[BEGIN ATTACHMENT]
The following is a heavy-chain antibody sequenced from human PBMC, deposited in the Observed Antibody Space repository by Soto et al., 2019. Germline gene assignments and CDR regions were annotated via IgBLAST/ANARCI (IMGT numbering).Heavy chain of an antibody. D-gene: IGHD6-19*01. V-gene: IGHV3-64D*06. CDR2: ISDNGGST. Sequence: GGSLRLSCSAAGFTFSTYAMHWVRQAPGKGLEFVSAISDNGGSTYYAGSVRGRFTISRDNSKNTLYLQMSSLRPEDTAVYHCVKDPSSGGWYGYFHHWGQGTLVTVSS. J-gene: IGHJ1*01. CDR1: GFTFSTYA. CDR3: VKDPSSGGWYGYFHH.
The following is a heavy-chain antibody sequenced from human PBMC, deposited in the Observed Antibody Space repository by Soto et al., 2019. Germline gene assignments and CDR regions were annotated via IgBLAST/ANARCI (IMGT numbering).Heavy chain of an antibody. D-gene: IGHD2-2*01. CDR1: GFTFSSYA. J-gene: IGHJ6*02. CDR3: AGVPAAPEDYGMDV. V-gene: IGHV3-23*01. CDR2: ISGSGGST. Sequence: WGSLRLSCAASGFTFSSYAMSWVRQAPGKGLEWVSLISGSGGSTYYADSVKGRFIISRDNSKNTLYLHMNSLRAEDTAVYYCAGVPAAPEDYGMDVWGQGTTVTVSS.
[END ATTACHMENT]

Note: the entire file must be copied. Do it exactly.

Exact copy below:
The following is a heavy-chain antibody sequenced from human PBMC, deposited in the Observed Antibody Space repository by Soto et al., 2019. Germline gene assignments and CDR regions were annotated via IgBLAST/ANARCI (IMGT numbering).Heavy chain of an antibody. D-gene: IGHD6-19*01. V-gene: IGHV3-64D*06. CDR2: ISDNGGST. Sequence: GGSLRLSCSAAGFTFSTYAMHWVRQAPGKGLEFVSAISDNGGSTYYAGSVRGRFTISRDNSKNTLYLQMSSLRPEDTAVYHCVKDPSSGGWYGYFHHWGQGTLVTVSS. J-gene: IGHJ1*01. CDR1: GFTFSTYA. CDR3: VKDPSSGGWYGYFHH.
The following is a heavy-chain antibody sequenced from human PBMC, deposited in the Observed Antibody Space repository by Soto et al., 2019. Germline gene assignments and CDR regions were annotated via IgBLAST/ANARCI (IMGT numbering).Heavy chain of an antibody. D-gene: IGHD2-2*01. CDR1: GFTFSSYA. J-gene: IGHJ6*02. CDR3: AGVPAAPEDYGMDV. V-gene: IGHV3-23*01. CDR2: ISGSGGST. Sequence: WGSLRLSCAASGFTFSSYAMSWVRQAPGKGLEWVSLISGSGGSTYYADSVKGRFIISRDNSKNTLYLHMNSLRAEDTAVYYCAGVPAAPEDYGMDVWGQGTTVTVSS.